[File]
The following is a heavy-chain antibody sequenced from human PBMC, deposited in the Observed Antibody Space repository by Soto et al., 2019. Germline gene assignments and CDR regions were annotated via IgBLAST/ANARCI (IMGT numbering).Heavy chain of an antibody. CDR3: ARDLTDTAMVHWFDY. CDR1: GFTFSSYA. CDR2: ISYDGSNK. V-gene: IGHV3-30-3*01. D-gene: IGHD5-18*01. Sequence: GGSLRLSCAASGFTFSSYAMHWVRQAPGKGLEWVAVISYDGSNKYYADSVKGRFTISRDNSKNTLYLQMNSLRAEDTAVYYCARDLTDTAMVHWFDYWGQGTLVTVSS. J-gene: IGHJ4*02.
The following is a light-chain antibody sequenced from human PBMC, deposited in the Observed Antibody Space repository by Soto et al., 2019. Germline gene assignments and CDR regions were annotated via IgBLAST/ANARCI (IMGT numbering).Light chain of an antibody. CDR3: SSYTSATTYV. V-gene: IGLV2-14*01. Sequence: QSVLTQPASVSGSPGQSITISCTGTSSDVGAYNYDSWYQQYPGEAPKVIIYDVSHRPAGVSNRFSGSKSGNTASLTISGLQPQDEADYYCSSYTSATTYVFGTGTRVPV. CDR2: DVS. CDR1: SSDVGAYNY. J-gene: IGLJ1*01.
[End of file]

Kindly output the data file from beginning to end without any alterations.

The following is a heavy-chain antibody sequenced from human PBMC, deposited in the Observed Antibody Space repository by Soto et al., 2019. Germline gene assignments and CDR regions were annotated via IgBLAST/ANARCI (IMGT numbering).Heavy chain of an antibody. CDR3: ARDLTDTAMVHWFDY. CDR1: GFTFSSYA. CDR2: ISYDGSNK. V-gene: IGHV3-30-3*01. D-gene: IGHD5-18*01. Sequence: GGSLRLSCAASGFTFSSYAMHWVRQAPGKGLEWVAVISYDGSNKYYADSVKGRFTISRDNSKNTLYLQMNSLRAEDTAVYYCARDLTDTAMVHWFDYWGQGTLVTVSS. J-gene: IGHJ4*02.
The following is a light-chain antibody sequenced from human PBMC, deposited in the Observed Antibody Space repository by Soto et al., 2019. Germline gene assignments and CDR regions were annotated via IgBLAST/ANARCI (IMGT numbering).Light chain of an antibody. CDR3: SSYTSATTYV. V-gene: IGLV2-14*01. Sequence: QSVLTQPASVSGSPGQSITISCTGTSSDVGAYNYDSWYQQYPGEAPKVIIYDVSHRPAGVSNRFSGSKSGNTASLTISGLQPQDEADYYCSSYTSATTYVFGTGTRVPV. CDR2: DVS. CDR1: SSDVGAYNY. J-gene: IGLJ1*01.